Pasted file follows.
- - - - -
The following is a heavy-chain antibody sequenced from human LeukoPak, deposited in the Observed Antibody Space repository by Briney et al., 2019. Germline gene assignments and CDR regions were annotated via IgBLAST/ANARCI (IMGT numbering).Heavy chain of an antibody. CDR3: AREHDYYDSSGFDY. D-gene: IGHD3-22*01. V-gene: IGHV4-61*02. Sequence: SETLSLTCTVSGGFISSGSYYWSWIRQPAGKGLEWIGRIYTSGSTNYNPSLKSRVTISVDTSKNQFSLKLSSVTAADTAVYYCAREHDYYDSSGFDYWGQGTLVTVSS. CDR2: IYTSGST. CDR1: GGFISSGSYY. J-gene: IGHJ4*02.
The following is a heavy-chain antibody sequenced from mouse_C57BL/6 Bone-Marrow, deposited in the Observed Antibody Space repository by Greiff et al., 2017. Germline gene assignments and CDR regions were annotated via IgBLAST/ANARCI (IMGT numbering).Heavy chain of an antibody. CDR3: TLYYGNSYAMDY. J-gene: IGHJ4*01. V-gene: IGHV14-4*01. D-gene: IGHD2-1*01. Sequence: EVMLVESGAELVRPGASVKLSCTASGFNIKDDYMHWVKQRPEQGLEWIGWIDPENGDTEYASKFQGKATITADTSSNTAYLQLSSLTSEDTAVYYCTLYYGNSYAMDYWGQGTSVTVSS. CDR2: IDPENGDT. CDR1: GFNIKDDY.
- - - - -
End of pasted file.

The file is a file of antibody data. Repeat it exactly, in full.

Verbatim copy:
The following is a heavy-chain antibody sequenced from human LeukoPak, deposited in the Observed Antibody Space repository by Briney et al., 2019. Germline gene assignments and CDR regions were annotated via IgBLAST/ANARCI (IMGT numbering).Heavy chain of an antibody. CDR3: AREHDYYDSSGFDY. D-gene: IGHD3-22*01. V-gene: IGHV4-61*02. Sequence: SETLSLTCTVSGGFISSGSYYWSWIRQPAGKGLEWIGRIYTSGSTNYNPSLKSRVTISVDTSKNQFSLKLSSVTAADTAVYYCAREHDYYDSSGFDYWGQGTLVTVSS. CDR2: IYTSGST. CDR1: GGFISSGSYY. J-gene: IGHJ4*02.
The following is a heavy-chain antibody sequenced from mouse_C57BL/6 Bone-Marrow, deposited in the Observed Antibody Space repository by Greiff et al., 2017. Germline gene assignments and CDR regions were annotated via IgBLAST/ANARCI (IMGT numbering).Heavy chain of an antibody. CDR3: TLYYGNSYAMDY. J-gene: IGHJ4*01. V-gene: IGHV14-4*01. D-gene: IGHD2-1*01. Sequence: EVMLVESGAELVRPGASVKLSCTASGFNIKDDYMHWVKQRPEQGLEWIGWIDPENGDTEYASKFQGKATITADTSSNTAYLQLSSLTSEDTAVYYCTLYYGNSYAMDYWGQGTSVTVSS. CDR2: IDPENGDT. CDR1: GFNIKDDY.